In the 26th year of South Africa’s democracy, it is irresponsible for the foundation representing former President FW De Klerk to debate the degree of awfulness of apartheid.
Instead of unequivocally re-committing the former President to the democratic ideal of one South Africa for all in response to an EFF demand that Mr De Klerk leave parliament before last week’s state of the nation address could proceed, by engaging in semantics and questioning whether apartheid was in fact a crime against humanity the Foundation re-opens old wounds.
Let us not reverse the gains we have made since apartheid.
South Africa is on an economic precipice. It is beset by radical poverty and inequity. Those who suffered most under apartheid continue to suffer most today. It is incumbent on leaders and former leaders of the white community, in particular, to demonstrate the courage, magnanimity and compassion necessary to contribute to societal healing.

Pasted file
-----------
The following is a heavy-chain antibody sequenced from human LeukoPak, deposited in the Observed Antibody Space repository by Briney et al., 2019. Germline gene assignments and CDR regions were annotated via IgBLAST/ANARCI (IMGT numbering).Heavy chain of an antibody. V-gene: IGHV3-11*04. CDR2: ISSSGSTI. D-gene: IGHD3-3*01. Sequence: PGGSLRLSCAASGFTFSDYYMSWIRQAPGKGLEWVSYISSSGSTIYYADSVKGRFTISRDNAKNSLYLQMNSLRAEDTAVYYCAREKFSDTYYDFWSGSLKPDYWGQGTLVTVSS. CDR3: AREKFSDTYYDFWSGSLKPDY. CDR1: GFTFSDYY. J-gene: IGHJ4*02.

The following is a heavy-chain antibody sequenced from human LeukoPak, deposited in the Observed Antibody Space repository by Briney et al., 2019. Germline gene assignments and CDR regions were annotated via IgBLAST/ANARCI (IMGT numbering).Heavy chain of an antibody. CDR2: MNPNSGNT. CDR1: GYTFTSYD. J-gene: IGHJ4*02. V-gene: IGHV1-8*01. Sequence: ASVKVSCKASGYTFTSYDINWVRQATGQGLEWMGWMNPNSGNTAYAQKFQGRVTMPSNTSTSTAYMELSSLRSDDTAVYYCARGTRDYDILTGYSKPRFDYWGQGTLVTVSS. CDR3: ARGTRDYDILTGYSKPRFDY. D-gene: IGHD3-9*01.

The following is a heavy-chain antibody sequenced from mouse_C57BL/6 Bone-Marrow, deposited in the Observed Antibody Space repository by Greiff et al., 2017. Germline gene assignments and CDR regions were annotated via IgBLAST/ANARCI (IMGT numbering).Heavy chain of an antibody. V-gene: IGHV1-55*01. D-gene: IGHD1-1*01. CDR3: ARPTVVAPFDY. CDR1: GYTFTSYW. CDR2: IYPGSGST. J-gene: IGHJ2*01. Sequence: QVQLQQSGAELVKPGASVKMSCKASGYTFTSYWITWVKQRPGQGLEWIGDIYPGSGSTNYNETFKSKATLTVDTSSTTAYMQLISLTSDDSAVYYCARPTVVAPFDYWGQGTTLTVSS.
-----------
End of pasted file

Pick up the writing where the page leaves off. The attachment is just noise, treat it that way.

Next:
It is also incumbent on Nobel Peace Laureates to contribute to peace and unity of purpose.
Speaking after Mr De Klerk appeared before him at the Truth and Reconciliation Commission, in May 2017, the Archbishop described the former President’s unwillingness to accept National Party responsibility for its apartheid policy as “devastating” and said it almost drove him to tears.
“All that is required is to say that `we believed in this policy but it is a policy that brought about all of this suffering. It is a policy that killed people. Not by accident… I had hoped there would have been the possibility of statesmanship,” the Archbishop said.
The Desmond & Leah Tutu Legacy Foundation agrees with the South African Council of Churches that the FW De Klerk Foundation should withdraw its statement.
Photograph by Benny Gool